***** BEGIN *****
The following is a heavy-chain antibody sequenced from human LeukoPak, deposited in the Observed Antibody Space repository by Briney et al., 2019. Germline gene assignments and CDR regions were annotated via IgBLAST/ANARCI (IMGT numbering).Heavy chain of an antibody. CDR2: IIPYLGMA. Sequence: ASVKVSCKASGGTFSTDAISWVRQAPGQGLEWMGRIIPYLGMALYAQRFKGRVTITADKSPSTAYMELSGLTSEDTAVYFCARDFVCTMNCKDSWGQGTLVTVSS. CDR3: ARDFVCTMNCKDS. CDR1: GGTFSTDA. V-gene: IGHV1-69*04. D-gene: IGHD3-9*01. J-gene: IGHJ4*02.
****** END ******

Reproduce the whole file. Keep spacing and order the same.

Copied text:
The following is a heavy-chain antibody sequenced from human LeukoPak, deposited in the Observed Antibody Space repository by Briney et al., 2019. Germline gene assignments and CDR regions were annotated via IgBLAST/ANARCI (IMGT numbering).Heavy chain of an antibody. CDR2: IIPYLGMA. Sequence: ASVKVSCKASGGTFSTDAISWVRQAPGQGLEWMGRIIPYLGMALYAQRFKGRVTITADKSPSTAYMELSGLTSEDTAVYFCARDFVCTMNCKDSWGQGTLVTVSS. CDR3: ARDFVCTMNCKDS. CDR1: GGTFSTDA. V-gene: IGHV1-69*04. D-gene: IGHD3-9*01. J-gene: IGHJ4*02.